Update, 7:08 p.m.: Airport spokesperson Greg Meyer said "Frontier is reaching out to their passengers. Nothing to add from our side at this time." He also provided a copy of airport protocols should a plane land with a passenger potentially infected with Ebola. It is copied at the end of this blog post and explains that only emergency medical professionals would be allowed to enter the plane and they would be in contact with the CDC. Patients suspected to have Ebola would be transported to a hospital and anyone in close contact with him/her would fill out a form then deplane. The airport is preparing an empty hangar as a staging area in case of an extreme event requiring quarantine.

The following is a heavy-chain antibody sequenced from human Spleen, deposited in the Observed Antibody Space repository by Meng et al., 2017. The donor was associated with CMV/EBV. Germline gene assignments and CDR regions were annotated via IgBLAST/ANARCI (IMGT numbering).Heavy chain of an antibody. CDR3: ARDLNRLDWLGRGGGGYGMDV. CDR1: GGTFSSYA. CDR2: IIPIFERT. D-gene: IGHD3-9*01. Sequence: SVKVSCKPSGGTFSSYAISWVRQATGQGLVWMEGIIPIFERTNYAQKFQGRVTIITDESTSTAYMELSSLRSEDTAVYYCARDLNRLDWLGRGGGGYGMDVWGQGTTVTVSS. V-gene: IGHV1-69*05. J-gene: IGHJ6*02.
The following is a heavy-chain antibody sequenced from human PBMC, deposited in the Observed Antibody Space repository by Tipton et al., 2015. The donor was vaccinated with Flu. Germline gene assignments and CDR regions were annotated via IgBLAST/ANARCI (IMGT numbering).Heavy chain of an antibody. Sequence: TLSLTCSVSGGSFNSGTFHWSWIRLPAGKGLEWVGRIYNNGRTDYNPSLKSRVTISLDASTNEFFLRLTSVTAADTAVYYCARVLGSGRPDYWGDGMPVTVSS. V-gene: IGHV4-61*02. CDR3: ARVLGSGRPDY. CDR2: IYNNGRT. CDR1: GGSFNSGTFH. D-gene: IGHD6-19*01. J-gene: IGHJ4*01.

Update, 8:33 a.m.: The CBS Evening News is reporting the CDC gave Nurse Amber Vinson permission to fly. "This nurse, Nurse Vinson, did in fact call the CDC several times before taking that flight and said she has a temperature, a fever of 99.5, and the person at the CDC looked at a chart and because her temperature wasn't 100.4 or higher she didn't officially fall into the category of high risk," said CBS News Medical Correspondent Dr. John LaPook.
A second health-care worker who has contracted Ebola from a patient in a Dallas hospital told officials she flew on a plane from Cleveland to Dallas-Fort Worth on Monday, a day before her symptoms appeared.
Now, CBS News has used Flighttracker to show that after she disembarked in Dallas, the Frontier Airlines plane returned to Cleveland and then did two more round-trip flights: to Fort Lauderdale and back to Cleveland, then to Atlanta and back to Cleveland.